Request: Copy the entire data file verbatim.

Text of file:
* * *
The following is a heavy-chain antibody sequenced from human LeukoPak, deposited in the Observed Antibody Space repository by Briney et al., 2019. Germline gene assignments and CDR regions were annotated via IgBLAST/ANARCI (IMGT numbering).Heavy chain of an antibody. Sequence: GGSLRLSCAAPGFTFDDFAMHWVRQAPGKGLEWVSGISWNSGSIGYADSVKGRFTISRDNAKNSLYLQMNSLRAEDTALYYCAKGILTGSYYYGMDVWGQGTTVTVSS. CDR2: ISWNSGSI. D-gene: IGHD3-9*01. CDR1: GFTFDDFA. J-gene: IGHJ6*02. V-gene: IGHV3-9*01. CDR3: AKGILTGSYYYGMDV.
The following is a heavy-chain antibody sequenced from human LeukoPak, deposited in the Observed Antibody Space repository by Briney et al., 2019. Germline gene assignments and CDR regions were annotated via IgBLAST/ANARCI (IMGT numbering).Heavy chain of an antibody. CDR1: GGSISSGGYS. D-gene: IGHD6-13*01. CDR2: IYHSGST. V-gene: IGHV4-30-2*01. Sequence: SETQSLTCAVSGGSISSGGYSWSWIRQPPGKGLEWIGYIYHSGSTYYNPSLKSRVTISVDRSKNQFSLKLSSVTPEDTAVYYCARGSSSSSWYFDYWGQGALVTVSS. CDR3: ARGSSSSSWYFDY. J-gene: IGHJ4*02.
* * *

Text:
The following is a heavy-chain antibody sequenced from human LeukoPak, deposited in the Observed Antibody Space repository by Briney et al., 2019. Germline gene assignments and CDR regions were annotated via IgBLAST/ANARCI (IMGT numbering).Heavy chain of an antibody. Sequence: GGSLRLSCAAPGFTFDDFAMHWVRQAPGKGLEWVSGISWNSGSIGYADSVKGRFTISRDNAKNSLYLQMNSLRAEDTALYYCAKGILTGSYYYGMDVWGQGTTVTVSS. CDR2: ISWNSGSI. D-gene: IGHD3-9*01. CDR1: GFTFDDFA. J-gene: IGHJ6*02. V-gene: IGHV3-9*01. CDR3: AKGILTGSYYYGMDV.
The following is a heavy-chain antibody sequenced from human LeukoPak, deposited in the Observed Antibody Space repository by Briney et al., 2019. Germline gene assignments and CDR regions were annotated via IgBLAST/ANARCI (IMGT numbering).Heavy chain of an antibody. CDR1: GGSISSGGYS. D-gene: IGHD6-13*01. CDR2: IYHSGST. V-gene: IGHV4-30-2*01. Sequence: SETQSLTCAVSGGSISSGGYSWSWIRQPPGKGLEWIGYIYHSGSTYYNPSLKSRVTISVDRSKNQFSLKLSSVTPEDTAVYYCARGSSSSSWYFDYWGQGALVTVSS. CDR3: ARGSSSSSWYFDY. J-gene: IGHJ4*02.